Controversial legislation on the House floor Tuesday showcased the “unusual voting coalitions” that certain issues can create in the statehouse, regardless of the partisan maneuvering that makes budget negotiations seem never-ending.
Rep. Phyllis Kahn, a Minneapolis DFLer long known for proposing controversial legislation during her 40-year tenure at the Capitol, was at the center of one such odd bloc for an amendment to the House omnibus alcohol bill that would allow liquor stores to stay open on Sunday.
The ensuing debate prompted GOP Rep. Sarah Anderson to tweet: “Want to hear a lot of different members speak on the floor and see unusual voting coalitions … talk about liquor sales on Sundays.”
Kahn teamed up with GOP Rep. Steve Drazkowski to bring forward the Sunday-sales amendment, which gained support from the likes of freshman Republican John Kriesel and libertarian-leaning Republican Mark Buesgens.
“It can be pretty partisan down here,” said Kriesel of Cottage Grove. “It’s funny. It’s fun to be able to stand up and agree with Rep. Kahn.”
Kahn has proposed the same measure in recent years, and it’s been a high-profile issue this session. Likewise, a swath of Democrats and Republicans who opposed opening the floodgates in the past renewed their concerns on the House floor.
To some, it just seemed repetitive.
“Here we go again,” GOP Rep. Greg Davids said, who recounted a story about a pig that just wouldn’t die.
“Members, let’s put this amendment out of its misery,” he said. “Let’s shoot it — not the author — but the amendment. Let’s shoot it.”
Kahn called prohibiting alcohol sales on Sunday a “most outrageous restriction,” and the arguments mimicked past debates:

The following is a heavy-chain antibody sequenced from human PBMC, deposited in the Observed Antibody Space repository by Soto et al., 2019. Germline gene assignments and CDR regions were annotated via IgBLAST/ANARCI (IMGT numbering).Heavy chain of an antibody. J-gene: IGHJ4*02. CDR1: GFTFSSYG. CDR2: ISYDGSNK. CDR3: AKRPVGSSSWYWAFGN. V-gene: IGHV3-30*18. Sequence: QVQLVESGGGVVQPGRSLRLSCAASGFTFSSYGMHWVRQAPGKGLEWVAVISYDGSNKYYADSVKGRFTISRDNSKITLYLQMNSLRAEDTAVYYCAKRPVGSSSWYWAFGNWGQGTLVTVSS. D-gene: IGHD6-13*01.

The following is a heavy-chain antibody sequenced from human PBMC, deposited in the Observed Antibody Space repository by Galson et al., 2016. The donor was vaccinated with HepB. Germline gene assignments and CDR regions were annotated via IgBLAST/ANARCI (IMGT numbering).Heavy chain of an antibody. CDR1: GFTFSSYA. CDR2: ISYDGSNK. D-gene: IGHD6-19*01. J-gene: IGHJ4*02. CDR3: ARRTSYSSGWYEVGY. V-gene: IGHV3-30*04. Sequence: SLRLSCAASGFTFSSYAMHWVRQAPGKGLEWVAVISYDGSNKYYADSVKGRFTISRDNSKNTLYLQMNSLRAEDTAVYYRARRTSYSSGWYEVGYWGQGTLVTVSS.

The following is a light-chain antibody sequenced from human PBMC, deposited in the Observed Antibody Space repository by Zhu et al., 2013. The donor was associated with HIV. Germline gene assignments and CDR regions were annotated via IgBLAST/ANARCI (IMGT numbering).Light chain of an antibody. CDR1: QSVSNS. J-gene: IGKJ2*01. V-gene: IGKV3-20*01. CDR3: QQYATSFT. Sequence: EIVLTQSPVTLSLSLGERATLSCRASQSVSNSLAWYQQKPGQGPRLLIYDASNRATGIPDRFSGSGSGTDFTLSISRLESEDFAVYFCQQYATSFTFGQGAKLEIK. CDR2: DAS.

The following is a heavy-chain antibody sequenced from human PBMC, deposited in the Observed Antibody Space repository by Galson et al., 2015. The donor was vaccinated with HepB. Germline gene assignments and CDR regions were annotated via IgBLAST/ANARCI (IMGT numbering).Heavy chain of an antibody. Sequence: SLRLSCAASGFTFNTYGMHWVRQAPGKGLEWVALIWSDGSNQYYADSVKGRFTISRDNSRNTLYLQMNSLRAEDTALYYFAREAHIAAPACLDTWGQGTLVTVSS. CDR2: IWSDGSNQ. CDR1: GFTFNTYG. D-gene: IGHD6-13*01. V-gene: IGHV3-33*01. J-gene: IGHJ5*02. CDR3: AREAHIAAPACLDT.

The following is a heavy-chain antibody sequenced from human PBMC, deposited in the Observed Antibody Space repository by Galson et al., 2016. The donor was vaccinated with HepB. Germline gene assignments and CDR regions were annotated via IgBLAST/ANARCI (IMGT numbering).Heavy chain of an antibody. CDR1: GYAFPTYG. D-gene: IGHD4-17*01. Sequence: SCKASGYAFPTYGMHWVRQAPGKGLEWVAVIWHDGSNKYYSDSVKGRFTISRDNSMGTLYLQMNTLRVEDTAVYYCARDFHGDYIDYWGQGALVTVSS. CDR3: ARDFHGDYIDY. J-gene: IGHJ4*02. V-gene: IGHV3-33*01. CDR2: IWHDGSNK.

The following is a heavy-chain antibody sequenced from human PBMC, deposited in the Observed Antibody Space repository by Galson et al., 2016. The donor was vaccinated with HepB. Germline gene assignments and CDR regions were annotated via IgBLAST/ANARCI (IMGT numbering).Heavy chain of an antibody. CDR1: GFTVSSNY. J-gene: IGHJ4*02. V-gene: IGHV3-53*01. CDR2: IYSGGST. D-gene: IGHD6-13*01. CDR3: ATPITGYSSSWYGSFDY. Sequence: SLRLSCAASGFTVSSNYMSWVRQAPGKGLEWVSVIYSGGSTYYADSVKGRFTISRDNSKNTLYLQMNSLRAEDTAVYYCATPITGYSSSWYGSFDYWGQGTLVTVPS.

• Because 35 states — including those that border Minnesota — allow alcohol sales on Sundays, Minnesotans are traveling out of the state to spend their money.
• The government shouldn’t be dictating when private businesses can sell their products to consumers.
• Because Minnesota is facing a $5 billion budget deficit, it’s important to find as much new revenue as possible.
• Most liquor stores oppose opening on Sundays, and removing the prohibition would hurt “mom and pop” stores who couldn’t afford to staff their businesses.
• People should be able to plan ahead when buying alcohol, so there shouldn’t be any need for liquor stores to be open on Sunday.
• Liquor store owners need a day off.
When it became clear the measure was unlikely to pass, Kahn tabled the amendment. But, she did win a small victory: Rep. Joe Hoppe, chairman of the House Commerce and Regulatory committee, said it would receive a full hearing next session.
The bill — sans the Kahn amendment — overwhelmingly passed with a number of high-profile provisions, including the so called “Surly bill” language that would allow the small brewery to sell pints of its own beer on premises.
Bong-water issue unites legislators, too
Despite the initial setback, Kahn did manage to pass a different, and perhaps more far-reaching, bill Tuesday on the House floor.
Kahn’s legislation, also known as the “bong water” bill from last session, clears up the standards under which drug offenders can be charged based on the weight of an illegal substance suspended in the water used to filter it through a pipe.
A Rice County woman was charged for possession of 37 grams of methamphetamine, although the drug made up a small portion of the weight of the bong water that contained it.
The case ultimately came before the Minnesota Supreme Court, which upheld the prosecution’s argument charging the woman for the full weight of the water.
Kahn’s bill changing that standard overwhelmingly passed last session, but it was vetoed by former Gov. Tim Pawlenty.
“I was pretty irritated by the veto, which just didn’t make any sense,” Kahn said. “[The issue] has gotten much more attention that it deserves.”
This year’s legislation — co-sponsored by Rep. Tony Cornish, chairman of the House Public Safety and Crime Prevention Committee — enjoyed near-unanimous success on the floor.
Again, Kriesel said, it just goes to show: There are just some things people from all sides can rally around.
“It’s kind of a quirky little law. We all know what drugs are, and I don’t think residue in water can be considered a drug,” Kriesel said. “We disagree on a lot, but there are some things we agree on, and it’s enjoyable to find those things.”